I drank, I ate, I said bad things, I lie here dead

There is a review by Julia Lougovaya-Ast at BMCR of a recent collection of funerary epigrams (poetic grave inscriptions) from the south of Asia Minor which illustrates well how much fun and how intriguing inscriptions can be, even grave-inscriptions (Reinhold Merkelbach, Josef Stauber, Steinepigramme aus dem griechischen Osten. Band 4: Die Südküste Kleinasiens, Syrien und Palaestina. München/Leipzig: K.G. Saur, 2002).

Among the inscriptions there is one for a dog, named Stephanos, who was mourned and buried like a human. Another echoes the paraphrased title of this post (which comes from a satirical epitaph).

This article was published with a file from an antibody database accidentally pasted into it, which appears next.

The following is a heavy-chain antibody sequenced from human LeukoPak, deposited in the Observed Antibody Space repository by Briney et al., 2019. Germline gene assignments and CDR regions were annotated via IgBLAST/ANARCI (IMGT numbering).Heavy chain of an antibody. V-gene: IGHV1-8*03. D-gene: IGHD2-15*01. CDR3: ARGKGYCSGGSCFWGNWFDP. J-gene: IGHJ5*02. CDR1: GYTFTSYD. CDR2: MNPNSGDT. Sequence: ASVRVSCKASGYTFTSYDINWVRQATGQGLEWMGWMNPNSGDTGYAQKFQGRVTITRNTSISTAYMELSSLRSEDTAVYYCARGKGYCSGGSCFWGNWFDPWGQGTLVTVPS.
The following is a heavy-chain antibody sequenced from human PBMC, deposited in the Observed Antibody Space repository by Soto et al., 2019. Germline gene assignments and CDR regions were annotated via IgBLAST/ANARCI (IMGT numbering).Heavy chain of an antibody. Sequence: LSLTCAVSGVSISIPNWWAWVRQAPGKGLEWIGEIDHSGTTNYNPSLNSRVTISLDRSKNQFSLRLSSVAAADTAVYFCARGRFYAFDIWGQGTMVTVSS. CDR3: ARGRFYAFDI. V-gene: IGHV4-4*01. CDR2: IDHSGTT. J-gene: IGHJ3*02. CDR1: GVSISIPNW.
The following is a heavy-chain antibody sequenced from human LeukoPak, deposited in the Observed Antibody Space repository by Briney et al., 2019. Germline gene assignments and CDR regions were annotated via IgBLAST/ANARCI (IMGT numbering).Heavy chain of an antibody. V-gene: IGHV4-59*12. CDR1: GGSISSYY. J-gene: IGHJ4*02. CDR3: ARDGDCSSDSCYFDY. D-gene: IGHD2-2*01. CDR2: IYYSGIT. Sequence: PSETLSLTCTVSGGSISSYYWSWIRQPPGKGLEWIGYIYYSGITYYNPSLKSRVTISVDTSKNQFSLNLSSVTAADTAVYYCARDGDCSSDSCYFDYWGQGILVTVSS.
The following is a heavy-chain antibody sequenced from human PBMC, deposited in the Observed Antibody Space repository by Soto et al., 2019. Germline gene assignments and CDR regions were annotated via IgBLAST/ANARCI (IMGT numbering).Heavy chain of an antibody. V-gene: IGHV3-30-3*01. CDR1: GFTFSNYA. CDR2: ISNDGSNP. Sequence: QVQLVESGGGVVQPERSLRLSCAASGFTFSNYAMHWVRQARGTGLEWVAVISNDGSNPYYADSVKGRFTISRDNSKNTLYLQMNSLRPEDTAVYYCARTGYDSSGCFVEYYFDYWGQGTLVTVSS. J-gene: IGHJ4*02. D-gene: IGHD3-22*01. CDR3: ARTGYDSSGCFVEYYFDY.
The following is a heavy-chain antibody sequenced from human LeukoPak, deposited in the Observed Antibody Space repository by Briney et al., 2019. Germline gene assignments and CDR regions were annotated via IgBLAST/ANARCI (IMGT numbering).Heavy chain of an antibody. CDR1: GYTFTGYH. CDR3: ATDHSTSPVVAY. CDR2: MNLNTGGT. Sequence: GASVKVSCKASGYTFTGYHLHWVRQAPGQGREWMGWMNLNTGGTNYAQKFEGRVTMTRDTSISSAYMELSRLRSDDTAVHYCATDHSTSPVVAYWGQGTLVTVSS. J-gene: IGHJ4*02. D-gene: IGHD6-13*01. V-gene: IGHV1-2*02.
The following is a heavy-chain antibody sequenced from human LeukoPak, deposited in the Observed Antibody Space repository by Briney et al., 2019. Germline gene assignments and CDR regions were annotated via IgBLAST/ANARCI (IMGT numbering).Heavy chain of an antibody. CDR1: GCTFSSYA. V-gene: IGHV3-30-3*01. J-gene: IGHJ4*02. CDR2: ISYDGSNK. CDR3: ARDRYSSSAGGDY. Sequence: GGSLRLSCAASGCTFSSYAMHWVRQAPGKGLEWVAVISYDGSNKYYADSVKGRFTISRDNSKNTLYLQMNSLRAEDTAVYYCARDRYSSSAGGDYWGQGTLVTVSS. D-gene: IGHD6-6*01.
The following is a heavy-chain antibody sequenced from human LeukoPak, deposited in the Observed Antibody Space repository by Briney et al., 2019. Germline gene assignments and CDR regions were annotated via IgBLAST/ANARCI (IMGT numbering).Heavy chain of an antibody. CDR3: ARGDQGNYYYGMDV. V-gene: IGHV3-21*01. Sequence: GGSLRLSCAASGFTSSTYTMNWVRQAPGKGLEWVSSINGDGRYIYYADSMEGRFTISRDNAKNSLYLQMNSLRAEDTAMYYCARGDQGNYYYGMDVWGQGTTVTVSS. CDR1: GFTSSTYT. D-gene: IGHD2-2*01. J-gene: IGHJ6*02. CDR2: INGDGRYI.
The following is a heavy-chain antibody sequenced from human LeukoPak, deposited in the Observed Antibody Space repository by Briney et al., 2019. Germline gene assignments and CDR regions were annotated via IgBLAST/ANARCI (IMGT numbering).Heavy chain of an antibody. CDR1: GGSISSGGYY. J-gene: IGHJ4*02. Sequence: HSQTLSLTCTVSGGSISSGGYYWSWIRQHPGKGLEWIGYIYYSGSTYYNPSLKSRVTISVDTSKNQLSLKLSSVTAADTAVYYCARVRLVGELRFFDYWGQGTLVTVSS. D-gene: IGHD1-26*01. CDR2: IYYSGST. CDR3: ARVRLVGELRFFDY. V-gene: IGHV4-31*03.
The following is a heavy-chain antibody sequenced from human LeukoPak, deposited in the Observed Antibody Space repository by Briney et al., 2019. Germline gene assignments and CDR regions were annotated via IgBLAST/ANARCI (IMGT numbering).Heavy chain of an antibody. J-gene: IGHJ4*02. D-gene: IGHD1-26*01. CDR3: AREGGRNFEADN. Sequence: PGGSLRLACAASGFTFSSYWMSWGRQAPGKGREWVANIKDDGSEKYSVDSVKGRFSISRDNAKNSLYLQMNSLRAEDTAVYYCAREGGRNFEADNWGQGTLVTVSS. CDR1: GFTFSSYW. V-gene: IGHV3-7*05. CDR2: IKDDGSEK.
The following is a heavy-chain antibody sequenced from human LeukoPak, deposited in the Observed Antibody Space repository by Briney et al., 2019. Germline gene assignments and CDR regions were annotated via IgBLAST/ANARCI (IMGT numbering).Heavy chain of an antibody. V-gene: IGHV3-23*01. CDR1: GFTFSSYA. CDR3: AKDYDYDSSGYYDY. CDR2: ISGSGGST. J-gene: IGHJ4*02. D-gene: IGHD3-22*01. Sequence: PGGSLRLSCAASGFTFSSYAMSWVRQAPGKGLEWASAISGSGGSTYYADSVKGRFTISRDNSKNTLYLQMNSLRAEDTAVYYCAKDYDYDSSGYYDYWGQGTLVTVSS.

Others are a bit less fun, even sad, but nonetheless give us glimpses into the social realities of life in the ancient world. Among them is the grave of a woman who died giving birth to triplets. As the reviewer points out, this is one of the few references to multiple births beyond twins in antiquity.

Check out the full review, which provides some English translations of several graves (including the above). Of course, the book itself provides the Greek texts and German translations.